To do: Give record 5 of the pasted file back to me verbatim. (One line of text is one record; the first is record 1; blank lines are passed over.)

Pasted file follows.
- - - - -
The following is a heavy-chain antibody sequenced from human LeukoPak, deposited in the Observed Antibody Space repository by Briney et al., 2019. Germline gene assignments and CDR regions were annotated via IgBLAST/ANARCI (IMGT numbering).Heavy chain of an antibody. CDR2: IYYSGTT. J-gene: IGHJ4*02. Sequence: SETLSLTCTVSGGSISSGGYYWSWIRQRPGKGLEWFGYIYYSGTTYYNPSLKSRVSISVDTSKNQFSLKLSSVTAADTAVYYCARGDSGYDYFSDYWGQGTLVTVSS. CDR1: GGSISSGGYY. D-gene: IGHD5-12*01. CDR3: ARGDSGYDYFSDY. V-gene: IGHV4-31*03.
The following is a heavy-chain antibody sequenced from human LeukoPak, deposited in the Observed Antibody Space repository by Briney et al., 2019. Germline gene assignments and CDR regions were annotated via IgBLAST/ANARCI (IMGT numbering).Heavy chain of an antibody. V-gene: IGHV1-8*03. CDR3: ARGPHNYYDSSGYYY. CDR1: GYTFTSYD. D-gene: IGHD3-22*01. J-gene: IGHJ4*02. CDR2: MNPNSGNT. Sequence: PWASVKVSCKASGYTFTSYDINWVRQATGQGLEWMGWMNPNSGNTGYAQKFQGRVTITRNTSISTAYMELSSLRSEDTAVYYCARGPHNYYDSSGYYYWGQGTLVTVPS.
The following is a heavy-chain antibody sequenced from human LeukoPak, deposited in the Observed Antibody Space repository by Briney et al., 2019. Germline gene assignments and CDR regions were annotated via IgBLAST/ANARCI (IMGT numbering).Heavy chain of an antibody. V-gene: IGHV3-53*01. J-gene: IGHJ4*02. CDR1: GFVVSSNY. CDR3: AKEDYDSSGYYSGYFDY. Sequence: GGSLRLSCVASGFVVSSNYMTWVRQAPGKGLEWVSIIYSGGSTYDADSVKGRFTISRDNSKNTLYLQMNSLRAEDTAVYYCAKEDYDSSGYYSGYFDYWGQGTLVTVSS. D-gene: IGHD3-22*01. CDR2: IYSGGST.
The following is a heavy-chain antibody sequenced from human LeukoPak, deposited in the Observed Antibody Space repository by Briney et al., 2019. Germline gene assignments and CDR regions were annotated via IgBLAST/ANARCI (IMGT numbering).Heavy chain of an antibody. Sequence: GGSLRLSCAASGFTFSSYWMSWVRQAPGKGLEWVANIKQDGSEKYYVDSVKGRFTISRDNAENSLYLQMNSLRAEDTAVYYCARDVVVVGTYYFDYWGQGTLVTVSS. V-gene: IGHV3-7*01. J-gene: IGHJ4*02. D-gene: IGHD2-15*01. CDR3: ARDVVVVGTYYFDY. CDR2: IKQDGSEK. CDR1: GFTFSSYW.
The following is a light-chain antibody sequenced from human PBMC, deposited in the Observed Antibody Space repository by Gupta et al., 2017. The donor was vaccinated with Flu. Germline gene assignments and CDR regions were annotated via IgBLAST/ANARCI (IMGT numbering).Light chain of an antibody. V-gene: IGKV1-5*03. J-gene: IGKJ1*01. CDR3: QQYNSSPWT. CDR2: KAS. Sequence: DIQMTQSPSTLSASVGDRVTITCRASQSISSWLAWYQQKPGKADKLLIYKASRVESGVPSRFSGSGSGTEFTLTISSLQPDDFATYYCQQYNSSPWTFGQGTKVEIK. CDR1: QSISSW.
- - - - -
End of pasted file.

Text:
The following is a light-chain antibody sequenced from human PBMC, deposited in the Observed Antibody Space repository by Gupta et al., 2017. The donor was vaccinated with Flu. Germline gene assignments and CDR regions were annotated via IgBLAST/ANARCI (IMGT numbering).Light chain of an antibody. V-gene: IGKV1-5*03. J-gene: IGKJ1*01. CDR3: QQYNSSPWT. CDR2: KAS. Sequence: DIQMTQSPSTLSASVGDRVTITCRASQSISSWLAWYQQKPGKADKLLIYKASRVESGVPSRFSGSGSGTEFTLTISSLQPDDFATYYCQQYNSSPWTFGQGTKVEIK. CDR1: QSISSW.